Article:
November 19, 2015

Hypercapitalism, Yosemite, the National Park Service and lawsuits

Early this month, I blogged about how Yosemite National Park needs to get "greener," noting specific things like lack of modern water facilities, no solar panels on buildings, etc. This is a hit-and-miss issue, as I noted; Zion, for example, is an exemplar of sorts within the whole National Park Service.

Speaking of ....

Yosesmite's parent was sued two months ago by the Delaware North concessionnaire company.

(It) claims it was owed big-time for its intellectual property investments at Yosemite. These include the historic Ahwahnee hotel, Curry Village and Badger Pass, names for which the company holds trademarks. 
 Formally known as DNC Parks and Resorts at Yosemite Inc., the Delaware North subsidiary argues that the government mishandled the intellectual property question, breached a contract and likely cost the company its shot at keeping the Yosemite business.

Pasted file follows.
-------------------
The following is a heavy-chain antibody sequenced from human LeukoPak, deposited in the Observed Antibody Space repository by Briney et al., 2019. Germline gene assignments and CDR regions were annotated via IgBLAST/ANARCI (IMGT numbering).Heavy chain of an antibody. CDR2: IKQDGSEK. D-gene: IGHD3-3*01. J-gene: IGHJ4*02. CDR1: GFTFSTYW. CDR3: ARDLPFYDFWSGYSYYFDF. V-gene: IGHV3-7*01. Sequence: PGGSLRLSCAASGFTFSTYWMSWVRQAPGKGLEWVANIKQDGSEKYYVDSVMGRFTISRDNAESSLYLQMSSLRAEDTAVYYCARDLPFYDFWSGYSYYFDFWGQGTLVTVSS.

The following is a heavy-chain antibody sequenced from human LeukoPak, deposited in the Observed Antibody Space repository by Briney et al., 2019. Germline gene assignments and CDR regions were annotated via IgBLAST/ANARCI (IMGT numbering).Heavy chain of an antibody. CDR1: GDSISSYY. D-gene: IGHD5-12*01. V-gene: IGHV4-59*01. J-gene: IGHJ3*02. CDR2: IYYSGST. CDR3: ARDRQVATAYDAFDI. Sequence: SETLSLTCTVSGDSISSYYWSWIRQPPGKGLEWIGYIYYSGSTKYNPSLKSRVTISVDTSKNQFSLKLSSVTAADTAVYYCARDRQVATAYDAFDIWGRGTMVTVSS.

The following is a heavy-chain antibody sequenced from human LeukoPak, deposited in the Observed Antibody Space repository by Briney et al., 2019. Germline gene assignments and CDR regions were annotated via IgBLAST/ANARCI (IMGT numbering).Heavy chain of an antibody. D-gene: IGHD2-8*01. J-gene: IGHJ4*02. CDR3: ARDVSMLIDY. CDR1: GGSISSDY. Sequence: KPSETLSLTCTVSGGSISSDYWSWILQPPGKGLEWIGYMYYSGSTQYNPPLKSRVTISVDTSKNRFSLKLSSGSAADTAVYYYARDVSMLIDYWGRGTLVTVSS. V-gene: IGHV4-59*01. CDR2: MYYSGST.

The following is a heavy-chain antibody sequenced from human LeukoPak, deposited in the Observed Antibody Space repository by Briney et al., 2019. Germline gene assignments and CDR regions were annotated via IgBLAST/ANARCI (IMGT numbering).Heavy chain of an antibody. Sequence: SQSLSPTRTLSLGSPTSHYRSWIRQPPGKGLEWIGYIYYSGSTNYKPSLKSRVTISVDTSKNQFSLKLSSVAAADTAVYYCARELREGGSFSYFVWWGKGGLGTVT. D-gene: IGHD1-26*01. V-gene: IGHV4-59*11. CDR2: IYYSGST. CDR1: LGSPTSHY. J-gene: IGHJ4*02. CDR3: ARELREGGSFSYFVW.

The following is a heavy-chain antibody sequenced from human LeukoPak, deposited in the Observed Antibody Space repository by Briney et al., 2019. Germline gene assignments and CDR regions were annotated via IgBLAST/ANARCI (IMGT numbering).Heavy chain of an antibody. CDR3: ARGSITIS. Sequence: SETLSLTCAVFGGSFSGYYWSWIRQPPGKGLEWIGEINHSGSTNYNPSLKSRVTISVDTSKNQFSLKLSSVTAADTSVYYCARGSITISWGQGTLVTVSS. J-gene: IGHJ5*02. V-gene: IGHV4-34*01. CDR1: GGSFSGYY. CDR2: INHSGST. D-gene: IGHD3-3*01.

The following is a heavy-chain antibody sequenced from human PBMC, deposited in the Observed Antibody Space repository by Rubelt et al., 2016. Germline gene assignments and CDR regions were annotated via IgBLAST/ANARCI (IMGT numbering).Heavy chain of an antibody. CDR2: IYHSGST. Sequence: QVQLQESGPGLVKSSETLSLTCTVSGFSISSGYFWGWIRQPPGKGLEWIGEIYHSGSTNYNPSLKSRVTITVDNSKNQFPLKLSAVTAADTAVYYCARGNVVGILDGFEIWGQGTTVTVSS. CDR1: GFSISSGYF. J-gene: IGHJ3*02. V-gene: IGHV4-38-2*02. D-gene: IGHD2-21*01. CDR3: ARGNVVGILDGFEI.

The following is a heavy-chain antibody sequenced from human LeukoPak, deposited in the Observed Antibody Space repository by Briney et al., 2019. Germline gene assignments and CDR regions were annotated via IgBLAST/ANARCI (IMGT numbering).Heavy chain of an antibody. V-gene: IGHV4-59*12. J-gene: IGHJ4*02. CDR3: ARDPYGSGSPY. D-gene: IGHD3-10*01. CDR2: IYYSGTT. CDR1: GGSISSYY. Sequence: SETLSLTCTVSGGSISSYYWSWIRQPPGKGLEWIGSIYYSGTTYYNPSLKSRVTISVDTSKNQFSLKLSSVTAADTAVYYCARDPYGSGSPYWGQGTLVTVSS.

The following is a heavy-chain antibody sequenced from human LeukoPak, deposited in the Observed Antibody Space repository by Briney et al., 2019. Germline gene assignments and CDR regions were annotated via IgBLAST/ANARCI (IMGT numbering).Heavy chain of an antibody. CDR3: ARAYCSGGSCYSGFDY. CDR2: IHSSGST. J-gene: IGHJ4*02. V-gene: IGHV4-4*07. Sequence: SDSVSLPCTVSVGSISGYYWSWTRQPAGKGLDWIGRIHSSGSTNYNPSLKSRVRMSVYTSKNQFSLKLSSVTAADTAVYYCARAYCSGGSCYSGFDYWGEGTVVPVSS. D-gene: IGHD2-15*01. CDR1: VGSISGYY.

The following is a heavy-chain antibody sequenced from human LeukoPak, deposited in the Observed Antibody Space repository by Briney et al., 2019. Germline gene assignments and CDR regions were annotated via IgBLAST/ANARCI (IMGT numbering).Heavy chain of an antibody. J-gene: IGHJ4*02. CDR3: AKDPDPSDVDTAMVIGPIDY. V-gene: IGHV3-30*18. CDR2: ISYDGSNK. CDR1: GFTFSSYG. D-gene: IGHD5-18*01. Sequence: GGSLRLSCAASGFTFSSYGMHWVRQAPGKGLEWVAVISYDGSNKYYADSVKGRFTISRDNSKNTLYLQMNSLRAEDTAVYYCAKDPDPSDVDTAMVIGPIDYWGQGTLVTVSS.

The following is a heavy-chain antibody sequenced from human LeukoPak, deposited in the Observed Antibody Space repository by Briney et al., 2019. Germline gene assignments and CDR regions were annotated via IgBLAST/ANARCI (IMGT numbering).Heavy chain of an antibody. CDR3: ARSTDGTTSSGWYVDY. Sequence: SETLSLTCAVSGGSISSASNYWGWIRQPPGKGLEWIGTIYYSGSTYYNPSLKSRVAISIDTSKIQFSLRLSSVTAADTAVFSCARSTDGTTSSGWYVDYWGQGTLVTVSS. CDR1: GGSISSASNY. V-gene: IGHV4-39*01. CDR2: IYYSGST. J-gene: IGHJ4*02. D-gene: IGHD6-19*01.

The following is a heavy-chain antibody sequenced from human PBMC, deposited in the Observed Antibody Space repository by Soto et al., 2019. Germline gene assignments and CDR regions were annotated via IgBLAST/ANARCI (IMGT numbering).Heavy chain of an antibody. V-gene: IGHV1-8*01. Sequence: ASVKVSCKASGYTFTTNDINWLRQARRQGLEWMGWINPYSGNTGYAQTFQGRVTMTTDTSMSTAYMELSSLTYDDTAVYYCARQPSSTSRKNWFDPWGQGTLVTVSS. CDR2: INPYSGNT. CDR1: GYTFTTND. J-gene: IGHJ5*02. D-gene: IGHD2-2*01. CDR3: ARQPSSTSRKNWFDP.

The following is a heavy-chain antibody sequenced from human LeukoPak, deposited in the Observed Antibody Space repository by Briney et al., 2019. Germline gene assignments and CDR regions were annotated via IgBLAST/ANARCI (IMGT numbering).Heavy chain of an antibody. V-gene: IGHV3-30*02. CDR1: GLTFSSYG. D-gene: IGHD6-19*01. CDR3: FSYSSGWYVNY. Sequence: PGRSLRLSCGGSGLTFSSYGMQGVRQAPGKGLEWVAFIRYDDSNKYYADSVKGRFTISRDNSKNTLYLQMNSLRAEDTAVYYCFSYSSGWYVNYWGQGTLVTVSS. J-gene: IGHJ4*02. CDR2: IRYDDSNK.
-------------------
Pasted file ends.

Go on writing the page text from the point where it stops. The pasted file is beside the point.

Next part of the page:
Now, regular readers know that I reject over-the-top claims of “privilege.”

But, there are real issues of privilege, or to put it another way, in this case, cultural appropriation.

Let's look at this more.

To be frank?

It's bullshit that DNC claims it owns name like "Ahwahnee" unless it can prove that this is an uninterrupted chain of custody from builder of hotel and that this is a made-up name by that person.

Rather, since it's an actual American Indian word, and an everyday one, the trademark to me seems questionable; and if there's any suing, the Yokuts should sue DNC, which I would love to see.

The other names? 

Given that Badger Pass Ski Area existed before DNC took it over, and that "Badger Pass" itself is a generic name for a place name, I'm not sure how that's trademarkable, even if some court granted it. That said, if it WAS trademarkable and the NPS has been dumb enough here and elsewhere, to give vendors inside national parks such trademarks, rather than retaining ultimate rights itself, we have another problem, Houston.

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